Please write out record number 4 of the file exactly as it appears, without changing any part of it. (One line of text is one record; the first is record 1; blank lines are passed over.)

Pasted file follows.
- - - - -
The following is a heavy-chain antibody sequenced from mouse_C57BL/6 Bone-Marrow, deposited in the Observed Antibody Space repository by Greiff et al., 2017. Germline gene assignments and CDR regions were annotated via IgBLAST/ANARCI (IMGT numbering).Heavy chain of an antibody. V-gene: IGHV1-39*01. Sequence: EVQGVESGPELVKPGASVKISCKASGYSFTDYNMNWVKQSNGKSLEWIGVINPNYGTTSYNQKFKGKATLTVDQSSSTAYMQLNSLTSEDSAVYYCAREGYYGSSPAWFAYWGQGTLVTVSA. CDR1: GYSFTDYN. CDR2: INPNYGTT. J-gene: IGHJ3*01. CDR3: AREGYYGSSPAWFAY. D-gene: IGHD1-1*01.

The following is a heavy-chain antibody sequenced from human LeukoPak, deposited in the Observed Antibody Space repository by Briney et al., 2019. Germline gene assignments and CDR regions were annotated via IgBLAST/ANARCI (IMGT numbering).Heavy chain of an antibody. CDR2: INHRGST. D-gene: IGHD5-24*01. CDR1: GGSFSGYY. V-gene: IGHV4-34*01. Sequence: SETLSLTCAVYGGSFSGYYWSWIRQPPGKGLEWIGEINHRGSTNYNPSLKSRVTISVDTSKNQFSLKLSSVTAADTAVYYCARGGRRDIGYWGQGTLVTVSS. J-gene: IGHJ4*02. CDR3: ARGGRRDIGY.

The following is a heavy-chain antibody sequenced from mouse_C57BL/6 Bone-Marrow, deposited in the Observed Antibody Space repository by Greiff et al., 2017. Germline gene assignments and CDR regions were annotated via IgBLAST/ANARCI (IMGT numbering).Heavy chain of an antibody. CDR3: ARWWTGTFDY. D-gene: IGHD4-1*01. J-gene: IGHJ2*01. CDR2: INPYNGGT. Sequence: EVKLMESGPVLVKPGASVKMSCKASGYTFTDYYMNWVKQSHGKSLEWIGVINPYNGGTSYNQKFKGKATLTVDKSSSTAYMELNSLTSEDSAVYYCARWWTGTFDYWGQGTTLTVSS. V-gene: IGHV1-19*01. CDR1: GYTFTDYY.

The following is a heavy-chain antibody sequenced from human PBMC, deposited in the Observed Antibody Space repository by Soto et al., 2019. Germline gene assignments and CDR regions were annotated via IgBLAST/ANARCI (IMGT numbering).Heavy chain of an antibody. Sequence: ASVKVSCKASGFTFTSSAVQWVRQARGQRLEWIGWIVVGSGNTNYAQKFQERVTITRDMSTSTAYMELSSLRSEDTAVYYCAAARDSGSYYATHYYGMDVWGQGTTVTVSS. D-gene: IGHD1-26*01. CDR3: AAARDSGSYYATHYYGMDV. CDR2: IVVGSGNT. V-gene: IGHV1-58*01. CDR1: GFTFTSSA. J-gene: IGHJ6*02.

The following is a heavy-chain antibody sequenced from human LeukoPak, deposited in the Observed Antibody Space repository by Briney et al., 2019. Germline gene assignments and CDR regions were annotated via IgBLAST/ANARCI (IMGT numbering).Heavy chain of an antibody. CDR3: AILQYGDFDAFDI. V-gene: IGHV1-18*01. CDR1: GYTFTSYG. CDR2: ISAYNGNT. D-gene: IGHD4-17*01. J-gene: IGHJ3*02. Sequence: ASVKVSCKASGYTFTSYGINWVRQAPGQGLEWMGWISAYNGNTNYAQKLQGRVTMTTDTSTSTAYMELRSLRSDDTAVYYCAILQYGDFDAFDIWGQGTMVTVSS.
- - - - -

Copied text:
The following is a heavy-chain antibody sequenced from human PBMC, deposited in the Observed Antibody Space repository by Soto et al., 2019. Germline gene assignments and CDR regions were annotated via IgBLAST/ANARCI (IMGT numbering).Heavy chain of an antibody. Sequence: ASVKVSCKASGFTFTSSAVQWVRQARGQRLEWIGWIVVGSGNTNYAQKFQERVTITRDMSTSTAYMELSSLRSEDTAVYYCAAARDSGSYYATHYYGMDVWGQGTTVTVSS. D-gene: IGHD1-26*01. CDR3: AAARDSGSYYATHYYGMDV. CDR2: IVVGSGNT. V-gene: IGHV1-58*01. CDR1: GFTFTSSA. J-gene: IGHJ6*02.